This congressional redistricting is freighted with partisan political interests. Take the case of Utah. The results of the 2010 Census revealed enough population increase in that state to justify increasing the number of congressional districts from three to four.

The Republicans control the Utah state legislature and thus the redistricting.

The Utah Republicans’ redistricting created gerrymandered districts that favored GOP voters. That neutered voters in the more Democratic-leaning Salt Lake City, and in the 2016 congressional election Republicans won just 66 percent of all votes but still swept all four congressional seats. The Democrats picked up over a third of all votes in the state but won no congressional seats.

Gerrymandering also occurred in Democratic-controlled Maryland, where the post-2010 redistricting packed Republican voters into a few districts.

Over a third of all votes cast in the state in the 2016 congressional races were for Republican Party candidates but Republicans won only one out of eight districts.

According to a 2017 Associated Press analysis, current gerrymandering favors Republicans across the country. Gerrymandered districts produce safe seats and lock politicians into political postures that promote ideological purity and party loyalty over bipartisan negotiation.

Primary voters in gerrymandered districts thus count more than the general voting public.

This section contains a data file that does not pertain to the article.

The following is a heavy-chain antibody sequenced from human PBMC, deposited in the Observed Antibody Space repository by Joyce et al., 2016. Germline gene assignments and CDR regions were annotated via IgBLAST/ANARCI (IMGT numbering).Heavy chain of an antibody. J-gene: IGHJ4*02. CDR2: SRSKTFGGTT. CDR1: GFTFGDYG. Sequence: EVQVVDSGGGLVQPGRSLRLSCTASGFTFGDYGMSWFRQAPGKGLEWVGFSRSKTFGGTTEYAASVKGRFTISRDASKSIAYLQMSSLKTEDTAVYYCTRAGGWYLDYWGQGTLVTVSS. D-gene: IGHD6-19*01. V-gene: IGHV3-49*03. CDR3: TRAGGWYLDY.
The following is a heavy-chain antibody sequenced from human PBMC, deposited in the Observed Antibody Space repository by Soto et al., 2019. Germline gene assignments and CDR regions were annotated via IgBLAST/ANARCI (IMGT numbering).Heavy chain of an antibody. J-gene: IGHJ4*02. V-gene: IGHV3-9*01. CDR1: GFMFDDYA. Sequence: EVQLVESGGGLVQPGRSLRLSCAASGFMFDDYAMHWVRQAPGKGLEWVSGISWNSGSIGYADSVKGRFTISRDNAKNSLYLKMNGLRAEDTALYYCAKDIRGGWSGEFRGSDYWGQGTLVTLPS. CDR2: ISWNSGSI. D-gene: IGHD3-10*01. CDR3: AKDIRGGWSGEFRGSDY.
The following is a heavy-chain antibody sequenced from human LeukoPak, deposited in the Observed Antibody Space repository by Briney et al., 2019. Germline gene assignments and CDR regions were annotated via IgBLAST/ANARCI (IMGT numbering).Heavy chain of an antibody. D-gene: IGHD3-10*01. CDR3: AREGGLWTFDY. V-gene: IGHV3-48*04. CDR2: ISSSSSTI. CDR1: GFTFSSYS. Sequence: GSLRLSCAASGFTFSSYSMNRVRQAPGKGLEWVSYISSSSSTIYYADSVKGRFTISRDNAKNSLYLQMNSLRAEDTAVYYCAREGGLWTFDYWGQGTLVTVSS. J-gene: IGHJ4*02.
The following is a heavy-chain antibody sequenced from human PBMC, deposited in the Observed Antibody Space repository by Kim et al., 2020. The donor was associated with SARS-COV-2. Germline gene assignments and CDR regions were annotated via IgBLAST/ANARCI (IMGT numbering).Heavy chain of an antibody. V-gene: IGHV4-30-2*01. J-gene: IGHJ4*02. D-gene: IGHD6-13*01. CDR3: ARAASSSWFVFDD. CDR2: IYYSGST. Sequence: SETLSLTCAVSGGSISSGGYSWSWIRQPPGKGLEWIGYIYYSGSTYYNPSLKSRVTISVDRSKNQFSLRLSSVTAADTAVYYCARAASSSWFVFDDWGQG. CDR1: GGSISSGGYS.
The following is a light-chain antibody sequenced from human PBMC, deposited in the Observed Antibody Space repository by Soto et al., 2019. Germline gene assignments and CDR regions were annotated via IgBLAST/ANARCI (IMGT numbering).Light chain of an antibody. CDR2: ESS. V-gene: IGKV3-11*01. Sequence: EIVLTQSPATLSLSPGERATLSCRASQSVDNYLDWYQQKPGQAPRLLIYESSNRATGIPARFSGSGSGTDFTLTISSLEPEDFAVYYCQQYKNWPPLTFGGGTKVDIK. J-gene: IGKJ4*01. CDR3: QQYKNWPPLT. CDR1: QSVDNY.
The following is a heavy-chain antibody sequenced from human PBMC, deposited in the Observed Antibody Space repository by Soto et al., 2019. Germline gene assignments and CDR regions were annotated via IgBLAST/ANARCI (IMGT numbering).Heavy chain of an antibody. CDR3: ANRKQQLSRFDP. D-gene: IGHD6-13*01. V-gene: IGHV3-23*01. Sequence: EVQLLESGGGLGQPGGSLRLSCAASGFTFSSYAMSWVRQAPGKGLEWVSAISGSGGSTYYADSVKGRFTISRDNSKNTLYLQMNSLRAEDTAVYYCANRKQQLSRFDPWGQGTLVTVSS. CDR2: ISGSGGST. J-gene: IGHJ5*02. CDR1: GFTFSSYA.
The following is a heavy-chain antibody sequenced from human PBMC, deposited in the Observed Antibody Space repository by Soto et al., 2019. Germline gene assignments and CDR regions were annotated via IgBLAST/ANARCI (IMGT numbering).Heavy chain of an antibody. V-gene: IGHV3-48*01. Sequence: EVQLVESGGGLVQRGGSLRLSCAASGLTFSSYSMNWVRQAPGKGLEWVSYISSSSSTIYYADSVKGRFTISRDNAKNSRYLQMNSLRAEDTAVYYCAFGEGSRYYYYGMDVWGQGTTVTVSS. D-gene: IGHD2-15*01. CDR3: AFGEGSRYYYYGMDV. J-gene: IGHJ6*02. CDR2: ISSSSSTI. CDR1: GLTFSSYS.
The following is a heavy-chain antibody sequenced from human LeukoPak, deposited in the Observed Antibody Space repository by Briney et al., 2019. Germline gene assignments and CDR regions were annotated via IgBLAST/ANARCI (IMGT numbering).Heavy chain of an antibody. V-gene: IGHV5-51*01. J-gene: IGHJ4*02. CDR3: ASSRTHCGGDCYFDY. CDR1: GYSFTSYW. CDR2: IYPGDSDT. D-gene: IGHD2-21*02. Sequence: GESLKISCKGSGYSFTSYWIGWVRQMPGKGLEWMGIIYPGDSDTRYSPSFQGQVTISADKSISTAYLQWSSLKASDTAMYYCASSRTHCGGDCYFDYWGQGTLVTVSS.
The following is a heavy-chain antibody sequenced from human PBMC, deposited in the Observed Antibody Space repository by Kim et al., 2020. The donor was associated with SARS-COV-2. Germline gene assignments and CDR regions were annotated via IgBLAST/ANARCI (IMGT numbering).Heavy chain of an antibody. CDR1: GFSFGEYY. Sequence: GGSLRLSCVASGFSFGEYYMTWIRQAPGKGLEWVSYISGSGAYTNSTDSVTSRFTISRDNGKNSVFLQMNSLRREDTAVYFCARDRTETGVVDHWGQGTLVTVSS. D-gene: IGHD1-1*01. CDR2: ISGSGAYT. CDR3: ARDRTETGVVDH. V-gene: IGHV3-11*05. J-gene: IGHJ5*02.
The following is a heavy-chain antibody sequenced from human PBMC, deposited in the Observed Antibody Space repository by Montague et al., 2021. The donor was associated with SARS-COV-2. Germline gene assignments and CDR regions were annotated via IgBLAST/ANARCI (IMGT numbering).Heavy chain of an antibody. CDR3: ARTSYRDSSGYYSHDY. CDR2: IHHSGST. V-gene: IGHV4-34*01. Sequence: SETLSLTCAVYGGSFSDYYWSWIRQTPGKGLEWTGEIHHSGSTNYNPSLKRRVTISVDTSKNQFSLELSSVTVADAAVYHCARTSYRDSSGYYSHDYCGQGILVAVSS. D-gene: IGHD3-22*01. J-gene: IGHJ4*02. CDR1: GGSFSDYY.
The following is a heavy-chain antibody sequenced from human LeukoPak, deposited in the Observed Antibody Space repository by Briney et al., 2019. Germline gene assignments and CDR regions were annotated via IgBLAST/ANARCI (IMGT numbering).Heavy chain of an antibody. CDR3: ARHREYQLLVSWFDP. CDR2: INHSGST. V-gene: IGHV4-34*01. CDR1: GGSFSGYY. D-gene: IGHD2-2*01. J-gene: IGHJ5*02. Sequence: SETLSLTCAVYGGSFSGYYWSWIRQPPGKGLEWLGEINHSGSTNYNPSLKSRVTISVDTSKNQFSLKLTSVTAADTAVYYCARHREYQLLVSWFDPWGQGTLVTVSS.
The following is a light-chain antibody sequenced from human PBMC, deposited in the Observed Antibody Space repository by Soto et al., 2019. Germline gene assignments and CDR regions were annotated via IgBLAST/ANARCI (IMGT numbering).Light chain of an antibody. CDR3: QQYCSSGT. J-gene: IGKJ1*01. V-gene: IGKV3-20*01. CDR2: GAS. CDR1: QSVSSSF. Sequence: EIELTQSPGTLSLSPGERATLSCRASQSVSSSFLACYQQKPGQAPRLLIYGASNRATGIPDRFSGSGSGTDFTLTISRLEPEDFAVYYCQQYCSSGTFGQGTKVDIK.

Senate pages carry boxes containing Electoral College ballots in Washington on Jan. 6, 2017. AP/Zach Gibson

The Electoral College

The president is elected by the Electoral College. There are 538 electors with each state allocated one each for their congressional representatives and senators. California has 55 and Wyoming has three.

All the electors in a state are pledged to the presidential candidate with the majority of votes. Only Maine and Nebraska allow proportional representation. A successful campaign needs to get over 270 Electoral College votes.

After 1888, when Republican Benjamin Harrison won the Electoral College 233 to 168 but lost the popular vote, the system worked well. The popular vote and the Electoral College were in sync for over a century.

However, in both 2000 and 2016, a candidate won the presidency without obtaining a majority of popular votes. If presidents were elected by a simple and obvious popular vote we would have had President Albert Gore and President Hillary Clinton.

The Electoral College overvalues voters in key swing states such as Florida, Pennsylvania, Michigan and Wisconsin and devalues voters in other states.

By not reflecting the popular vote, the Electoral College does not transmit the will of the people. Instead, I believe it is starting to undermine it.

The system is also vulnerable to manipulation. There is mounting evidence that Russian operatives concentrated their cybertactics in 2016 in states where key Electoral College votes were in play.

This suggests that the Electoral College is now identified as a weak point by our enemies.

While there is much talk about the fiscal deficit or the infrastructure deficit, less attention is paid to the mounting democratic deficit. The more undemocratic tendencies of the U.S. electoral system are growing stronger.

The U.S. system faces this deficit because, while all voters get to exercise political choice, only some get to exercise real political power.The Conversation

John Rennie Short, Professor, School of Public Policy, University of Maryland, Baltimore County

This article was originally published on The Conversation. Read the original article.